Canada ready to discuss COVID-19 vaccine IP waiver, 'not interfering or blocking' -Trudeau
OTTAWA (Reuters) – Canada is ready to discuss an intellectual property rights (IP) waiver for COVID-19 vaccines and will not block one even though it stresses the importance of protecting patents, officials said on Friday.
U.S. President Joe Biden on Wednesday threw his support behind waiving IP rights for COVID-19 vaccines. Any such waiver would have to be negotiated through the World Trade Organization (WTO).
“We’ve been working with partners at the WTO to find a consensus-based solution and are ready to discuss proposals, in particular for COVID-19 vaccines,” Prime Minister Justin Trudeau told reporters.
Biden’s proposal angered pharmaceutical companies. Firms working on vaccines have reported sharp revenue and profit gains during the crisis.
Canadian International Trade Minister Mary Ng earlier said that Ottawa firmly believed in the importance of protecting IP.
“I can assure you Canada is not interfering or blocking. Canada is very much working to find a solution,” said Trudeau, who did not give details of the Canadian negotiating stance.
Ng said Ottawa recognized how much the pharmaceutical industry had done to innovate COVID-19 vaccines, adding that many barriers to access were unrelated to IP, such as supply-chain constraints.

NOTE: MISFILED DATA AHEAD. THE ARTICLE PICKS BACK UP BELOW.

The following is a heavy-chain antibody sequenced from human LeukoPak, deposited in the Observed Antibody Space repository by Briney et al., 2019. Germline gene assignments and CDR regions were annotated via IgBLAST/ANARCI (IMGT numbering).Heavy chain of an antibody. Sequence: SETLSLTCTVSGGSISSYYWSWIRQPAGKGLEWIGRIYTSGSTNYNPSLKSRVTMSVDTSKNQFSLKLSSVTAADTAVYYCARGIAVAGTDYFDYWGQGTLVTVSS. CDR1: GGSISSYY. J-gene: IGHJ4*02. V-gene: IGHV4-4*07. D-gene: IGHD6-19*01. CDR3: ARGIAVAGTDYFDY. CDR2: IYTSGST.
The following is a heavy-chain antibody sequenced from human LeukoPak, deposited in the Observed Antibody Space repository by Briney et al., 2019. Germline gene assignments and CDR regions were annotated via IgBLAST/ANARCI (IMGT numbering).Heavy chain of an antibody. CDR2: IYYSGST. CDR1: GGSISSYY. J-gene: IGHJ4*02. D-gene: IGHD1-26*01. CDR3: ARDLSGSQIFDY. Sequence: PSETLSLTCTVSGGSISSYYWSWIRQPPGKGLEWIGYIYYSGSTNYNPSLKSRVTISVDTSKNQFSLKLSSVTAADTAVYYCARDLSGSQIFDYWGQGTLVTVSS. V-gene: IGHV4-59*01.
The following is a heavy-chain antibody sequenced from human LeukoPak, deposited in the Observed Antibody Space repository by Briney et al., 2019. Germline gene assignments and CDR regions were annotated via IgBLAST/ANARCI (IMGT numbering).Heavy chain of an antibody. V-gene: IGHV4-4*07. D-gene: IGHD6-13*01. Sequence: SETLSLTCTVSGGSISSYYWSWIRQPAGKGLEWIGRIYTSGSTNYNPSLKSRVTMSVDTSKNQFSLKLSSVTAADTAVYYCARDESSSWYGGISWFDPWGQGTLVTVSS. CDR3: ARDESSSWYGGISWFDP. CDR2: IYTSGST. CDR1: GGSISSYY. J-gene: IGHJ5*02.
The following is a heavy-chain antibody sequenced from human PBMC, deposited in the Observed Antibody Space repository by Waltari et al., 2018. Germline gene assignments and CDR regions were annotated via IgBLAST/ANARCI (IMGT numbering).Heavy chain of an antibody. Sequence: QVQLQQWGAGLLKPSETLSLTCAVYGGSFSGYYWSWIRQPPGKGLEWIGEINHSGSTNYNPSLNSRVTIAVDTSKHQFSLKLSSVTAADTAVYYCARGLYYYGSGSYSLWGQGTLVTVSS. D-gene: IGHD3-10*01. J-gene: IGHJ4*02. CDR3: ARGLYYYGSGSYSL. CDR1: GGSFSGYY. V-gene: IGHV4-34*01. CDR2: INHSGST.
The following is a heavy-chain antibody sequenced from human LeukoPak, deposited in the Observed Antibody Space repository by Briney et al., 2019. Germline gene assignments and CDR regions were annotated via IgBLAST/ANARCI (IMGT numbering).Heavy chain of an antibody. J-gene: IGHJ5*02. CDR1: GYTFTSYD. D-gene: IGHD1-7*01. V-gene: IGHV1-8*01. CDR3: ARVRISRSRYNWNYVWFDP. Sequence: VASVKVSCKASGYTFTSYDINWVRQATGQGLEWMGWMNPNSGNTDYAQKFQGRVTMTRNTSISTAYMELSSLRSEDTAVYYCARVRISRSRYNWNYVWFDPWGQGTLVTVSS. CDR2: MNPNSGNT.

Canada is trying to quell a third wave of the coronavirus pandemic that is pushing some healthcare systems to breaking points, particularly in the western provinces of Alberta and Manitoba.
Manitoba officials said they were postponing some non-urgent surgeries to open space for COVID-19 patients and planned to announce tougher public health restrictions as daily cases soared to a near-record high.
The U.S. state of Montana will offer vaccines to around 2,000 Alberta truckers who regularly cross the border, Alberta Premier Jason Kenney said.
Truckers will get vaccinated at a post being set up just south of the border, using Montana’s surplus Johnson & Johnson vaccines.
The scheme mirrors an agreement that Saskatchewan and Manitoba reached with North Dakota.
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